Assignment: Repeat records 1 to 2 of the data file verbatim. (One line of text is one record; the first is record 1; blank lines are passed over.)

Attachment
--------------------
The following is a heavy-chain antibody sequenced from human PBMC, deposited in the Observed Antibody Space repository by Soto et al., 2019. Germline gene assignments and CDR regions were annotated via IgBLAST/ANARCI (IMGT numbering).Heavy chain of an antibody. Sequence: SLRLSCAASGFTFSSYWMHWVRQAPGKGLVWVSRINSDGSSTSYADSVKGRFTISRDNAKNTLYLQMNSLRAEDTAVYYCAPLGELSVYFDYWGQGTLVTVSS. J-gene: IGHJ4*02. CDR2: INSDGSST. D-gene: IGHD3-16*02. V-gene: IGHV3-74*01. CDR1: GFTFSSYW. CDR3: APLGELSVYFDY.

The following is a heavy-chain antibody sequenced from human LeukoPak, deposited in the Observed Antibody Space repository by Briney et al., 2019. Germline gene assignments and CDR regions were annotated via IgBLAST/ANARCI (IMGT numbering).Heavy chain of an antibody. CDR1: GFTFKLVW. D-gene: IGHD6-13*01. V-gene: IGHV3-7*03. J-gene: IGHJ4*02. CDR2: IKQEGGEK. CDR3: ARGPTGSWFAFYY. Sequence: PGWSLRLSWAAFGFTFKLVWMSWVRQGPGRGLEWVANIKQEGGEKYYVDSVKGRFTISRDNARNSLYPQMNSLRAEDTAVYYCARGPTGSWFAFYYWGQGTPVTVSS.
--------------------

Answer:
The following is a heavy-chain antibody sequenced from human PBMC, deposited in the Observed Antibody Space repository by Soto et al., 2019. Germline gene assignments and CDR regions were annotated via IgBLAST/ANARCI (IMGT numbering).Heavy chain of an antibody. Sequence: SLRLSCAASGFTFSSYWMHWVRQAPGKGLVWVSRINSDGSSTSYADSVKGRFTISRDNAKNTLYLQMNSLRAEDTAVYYCAPLGELSVYFDYWGQGTLVTVSS. J-gene: IGHJ4*02. CDR2: INSDGSST. D-gene: IGHD3-16*02. V-gene: IGHV3-74*01. CDR1: GFTFSSYW. CDR3: APLGELSVYFDY.

The following is a heavy-chain antibody sequenced from human LeukoPak, deposited in the Observed Antibody Space repository by Briney et al., 2019. Germline gene assignments and CDR regions were annotated via IgBLAST/ANARCI (IMGT numbering).Heavy chain of an antibody. CDR1: GFTFKLVW. D-gene: IGHD6-13*01. V-gene: IGHV3-7*03. J-gene: IGHJ4*02. CDR2: IKQEGGEK. CDR3: ARGPTGSWFAFYY. Sequence: PGWSLRLSWAAFGFTFKLVWMSWVRQGPGRGLEWVANIKQEGGEKYYVDSVKGRFTISRDNARNSLYPQMNSLRAEDTAVYYCARGPTGSWFAFYYWGQGTPVTVSS.